By Natasha Kubis

“There are moments when all anxiety and stated toil are becalmed in the infinite leisure and repose of nature.”

   – Henry David Thoreau

Mr.Thoreau was a master of words when describing the profound beauty of our natural world, but I do wonder if his perspective would differ had he suffered from allergies. Nature is our temple, our sacred place to find solace, but for more than half the population who suffer from allergies, being in nature can feel as though the immune system is at war. Finding solace in between all of the sneezing and tissues can present quite the challenge.

Seasonal allergies (also called hay fever) are common. They occur during certain times of the year–particularly the spring, summer, or fall and can be triggered by pollen, grasses, weeds, and molds. Hay fever can make the nose, throat, and eyes itchy and irritated. Sneezing is common and the nose may become runny and stuffed up, potentially leading to headaches and sinus infections. Symptoms can feel relentless and intrusive when trying to enjoy a splendid hike in Appalachia or tending to the garden. So why is our immune system reacting to nature with such pesky side effects?

The immune system is our body’s defense against elements from the outside that are potentially harmful. However, with allergies, the immune system mistakes harmless bits of proteins as harmful invaders and misidentifies the proteins found in the pollens of trees and grasses as noxious invaders. The hyperactive immune system then creates Immunoglobulin E (IgE), a type of antibody produced by the immune system, to help fight the perceived threat. On every subsequent exposure to the proteins, the antigen IgE stimulates the immune system to create histamine and other chemicals in response, leading to hay fever. Histamine is a compound which is released by cells in response to allergic and inflammatory reactions, causing contraction of smooth muscle and dilation of capillaries.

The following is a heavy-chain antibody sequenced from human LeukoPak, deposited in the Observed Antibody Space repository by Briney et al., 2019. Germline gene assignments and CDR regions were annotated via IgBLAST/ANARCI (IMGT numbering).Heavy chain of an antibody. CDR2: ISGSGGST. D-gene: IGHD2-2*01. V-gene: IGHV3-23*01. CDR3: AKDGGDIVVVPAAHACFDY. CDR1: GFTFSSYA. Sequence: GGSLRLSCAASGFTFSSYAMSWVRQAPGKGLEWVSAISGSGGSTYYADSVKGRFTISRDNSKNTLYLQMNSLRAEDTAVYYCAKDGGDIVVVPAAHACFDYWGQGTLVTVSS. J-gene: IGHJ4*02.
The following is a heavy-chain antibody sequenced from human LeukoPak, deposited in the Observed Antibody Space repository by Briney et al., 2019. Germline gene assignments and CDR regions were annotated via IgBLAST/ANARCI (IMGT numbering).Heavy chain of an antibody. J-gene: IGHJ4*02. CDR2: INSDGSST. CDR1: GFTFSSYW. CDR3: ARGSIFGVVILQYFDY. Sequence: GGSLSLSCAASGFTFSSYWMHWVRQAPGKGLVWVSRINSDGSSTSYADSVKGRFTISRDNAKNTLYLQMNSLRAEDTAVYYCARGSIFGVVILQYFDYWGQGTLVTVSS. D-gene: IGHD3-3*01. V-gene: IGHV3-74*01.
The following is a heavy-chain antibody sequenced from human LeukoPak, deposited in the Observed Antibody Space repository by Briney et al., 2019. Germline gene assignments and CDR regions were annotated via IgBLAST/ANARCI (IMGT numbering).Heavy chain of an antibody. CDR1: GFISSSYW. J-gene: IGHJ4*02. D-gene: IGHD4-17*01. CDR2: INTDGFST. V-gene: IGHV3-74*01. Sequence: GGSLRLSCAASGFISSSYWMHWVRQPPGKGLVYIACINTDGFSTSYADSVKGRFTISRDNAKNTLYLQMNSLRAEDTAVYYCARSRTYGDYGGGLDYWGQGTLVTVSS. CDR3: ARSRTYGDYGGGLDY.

Pollen is not inherently bad for our health, but a weakened immune system is. Common treatments for seasonal allergies target inflammation in the sinuses and include steroid nasal sprays, antihistamines, decongestants and immunotherapy in the form of allergy shots. There are natural ways to combat allergies in addition to traditional methods which include the following suggestions.


Regularly flushing out the sinuses with a warm water and salt (saline) solution may help loosen and wash out mucus and hydrate the nasal lining. This technique is called sinus irrigation. Also, bathing the eyes with plain eyewashes (such as Artificial Tears) can help reduce irritation.


This ancient technique can help boost a weakened immune system or re-balance an over-active immune system by stimulating anti-inflammatory mechanisms in the body. Typically, patients fighting allergies have compromised immune function. In this case, acupuncture works with the body to bolster the production of white blood cells and strengthen the immune system’s resistance to infection by increasing its lymphocyte count and activity. Recent research has examined some of the mechanisms of acupuncture’s anti-inflammatory effects which include down-regulation of pro-inflammatory chemicals in the body that can enhance and prolong inflammatory response.